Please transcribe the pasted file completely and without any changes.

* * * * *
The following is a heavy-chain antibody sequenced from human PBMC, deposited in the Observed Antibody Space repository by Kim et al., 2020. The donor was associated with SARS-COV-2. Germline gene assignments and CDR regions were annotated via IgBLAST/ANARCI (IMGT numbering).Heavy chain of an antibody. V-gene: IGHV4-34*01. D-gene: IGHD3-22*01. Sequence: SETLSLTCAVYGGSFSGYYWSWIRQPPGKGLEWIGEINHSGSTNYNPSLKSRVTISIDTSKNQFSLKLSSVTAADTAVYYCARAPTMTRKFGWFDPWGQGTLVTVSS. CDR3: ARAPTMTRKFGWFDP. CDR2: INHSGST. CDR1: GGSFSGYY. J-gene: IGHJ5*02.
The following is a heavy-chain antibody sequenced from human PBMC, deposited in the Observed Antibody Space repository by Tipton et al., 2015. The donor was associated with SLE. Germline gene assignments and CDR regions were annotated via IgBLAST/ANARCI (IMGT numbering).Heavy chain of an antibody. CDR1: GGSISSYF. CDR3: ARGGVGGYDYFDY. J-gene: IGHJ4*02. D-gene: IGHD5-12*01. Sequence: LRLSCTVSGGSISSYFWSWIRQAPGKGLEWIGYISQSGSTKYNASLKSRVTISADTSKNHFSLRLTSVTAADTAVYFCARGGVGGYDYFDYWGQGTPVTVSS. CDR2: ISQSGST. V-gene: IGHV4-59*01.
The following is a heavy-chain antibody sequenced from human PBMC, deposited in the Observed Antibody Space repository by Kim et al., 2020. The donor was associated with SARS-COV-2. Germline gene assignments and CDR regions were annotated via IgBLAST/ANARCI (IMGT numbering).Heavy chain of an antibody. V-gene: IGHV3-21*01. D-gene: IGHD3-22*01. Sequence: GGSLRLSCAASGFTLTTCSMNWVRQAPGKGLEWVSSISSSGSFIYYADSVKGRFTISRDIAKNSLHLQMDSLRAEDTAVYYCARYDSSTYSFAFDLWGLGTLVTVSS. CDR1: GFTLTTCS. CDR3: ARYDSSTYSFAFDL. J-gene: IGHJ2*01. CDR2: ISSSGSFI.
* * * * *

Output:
The following is a heavy-chain antibody sequenced from human PBMC, deposited in the Observed Antibody Space repository by Kim et al., 2020. The donor was associated with SARS-COV-2. Germline gene assignments and CDR regions were annotated via IgBLAST/ANARCI (IMGT numbering).Heavy chain of an antibody. V-gene: IGHV4-34*01. D-gene: IGHD3-22*01. Sequence: SETLSLTCAVYGGSFSGYYWSWIRQPPGKGLEWIGEINHSGSTNYNPSLKSRVTISIDTSKNQFSLKLSSVTAADTAVYYCARAPTMTRKFGWFDPWGQGTLVTVSS. CDR3: ARAPTMTRKFGWFDP. CDR2: INHSGST. CDR1: GGSFSGYY. J-gene: IGHJ5*02.
The following is a heavy-chain antibody sequenced from human PBMC, deposited in the Observed Antibody Space repository by Tipton et al., 2015. The donor was associated with SLE. Germline gene assignments and CDR regions were annotated via IgBLAST/ANARCI (IMGT numbering).Heavy chain of an antibody. CDR1: GGSISSYF. CDR3: ARGGVGGYDYFDY. J-gene: IGHJ4*02. D-gene: IGHD5-12*01. Sequence: LRLSCTVSGGSISSYFWSWIRQAPGKGLEWIGYISQSGSTKYNASLKSRVTISADTSKNHFSLRLTSVTAADTAVYFCARGGVGGYDYFDYWGQGTPVTVSS. CDR2: ISQSGST. V-gene: IGHV4-59*01.
The following is a heavy-chain antibody sequenced from human PBMC, deposited in the Observed Antibody Space repository by Kim et al., 2020. The donor was associated with SARS-COV-2. Germline gene assignments and CDR regions were annotated via IgBLAST/ANARCI (IMGT numbering).Heavy chain of an antibody. V-gene: IGHV3-21*01. D-gene: IGHD3-22*01. Sequence: GGSLRLSCAASGFTLTTCSMNWVRQAPGKGLEWVSSISSSGSFIYYADSVKGRFTISRDIAKNSLHLQMDSLRAEDTAVYYCARYDSSTYSFAFDLWGLGTLVTVSS. CDR1: GFTLTTCS. CDR3: ARYDSSTYSFAFDL. J-gene: IGHJ2*01. CDR2: ISSSGSFI.